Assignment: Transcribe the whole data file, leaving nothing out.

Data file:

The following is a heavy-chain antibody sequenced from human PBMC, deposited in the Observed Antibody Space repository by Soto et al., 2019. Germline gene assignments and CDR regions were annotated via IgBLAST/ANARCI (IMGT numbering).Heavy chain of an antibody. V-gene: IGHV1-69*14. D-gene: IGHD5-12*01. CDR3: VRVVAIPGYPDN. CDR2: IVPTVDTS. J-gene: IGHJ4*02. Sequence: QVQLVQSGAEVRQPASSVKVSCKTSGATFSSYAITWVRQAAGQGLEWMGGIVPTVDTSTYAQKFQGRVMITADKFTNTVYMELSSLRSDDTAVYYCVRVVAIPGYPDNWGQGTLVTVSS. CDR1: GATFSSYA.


The following is a heavy-chain antibody sequenced from human PBMC, deposited in the Observed Antibody Space repository by Soto et al., 2019. Germline gene assignments and CDR regions were annotated via IgBLAST/ANARCI (IMGT numbering).Heavy chain of an antibody. V-gene: IGHV1-69*14. D-gene: IGHD5-12*01. CDR3: VRVVAIPGYPDN. CDR2: IVPTVDTS. J-gene: IGHJ4*02. Sequence: QVQLVQSGAEVRQPASSVKVSCKTSGATFSSYAITWVRQAAGQGLEWMGGIVPTVDTSTYAQKFQGRVMITADKFTNTVYMELSSLRSDDTAVYYCVRVVAIPGYPDNWGQGTLVTVSS. CDR1: GATFSSYA.